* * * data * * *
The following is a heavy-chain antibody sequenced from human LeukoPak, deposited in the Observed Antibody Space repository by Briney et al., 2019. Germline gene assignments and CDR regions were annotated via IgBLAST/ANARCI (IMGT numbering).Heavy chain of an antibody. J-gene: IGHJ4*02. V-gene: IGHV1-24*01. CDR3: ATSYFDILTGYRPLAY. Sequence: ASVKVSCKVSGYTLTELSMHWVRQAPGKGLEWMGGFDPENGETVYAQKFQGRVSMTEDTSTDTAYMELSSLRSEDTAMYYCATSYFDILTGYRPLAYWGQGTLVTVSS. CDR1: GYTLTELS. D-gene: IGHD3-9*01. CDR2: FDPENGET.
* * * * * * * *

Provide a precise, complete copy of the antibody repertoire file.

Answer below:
The following is a heavy-chain antibody sequenced from human LeukoPak, deposited in the Observed Antibody Space repository by Briney et al., 2019. Germline gene assignments and CDR regions were annotated via IgBLAST/ANARCI (IMGT numbering).Heavy chain of an antibody. J-gene: IGHJ4*02. V-gene: IGHV1-24*01. CDR3: ATSYFDILTGYRPLAY. Sequence: ASVKVSCKVSGYTLTELSMHWVRQAPGKGLEWMGGFDPENGETVYAQKFQGRVSMTEDTSTDTAYMELSSLRSEDTAMYYCATSYFDILTGYRPLAYWGQGTLVTVSS. CDR1: GYTLTELS. D-gene: IGHD3-9*01. CDR2: FDPENGET.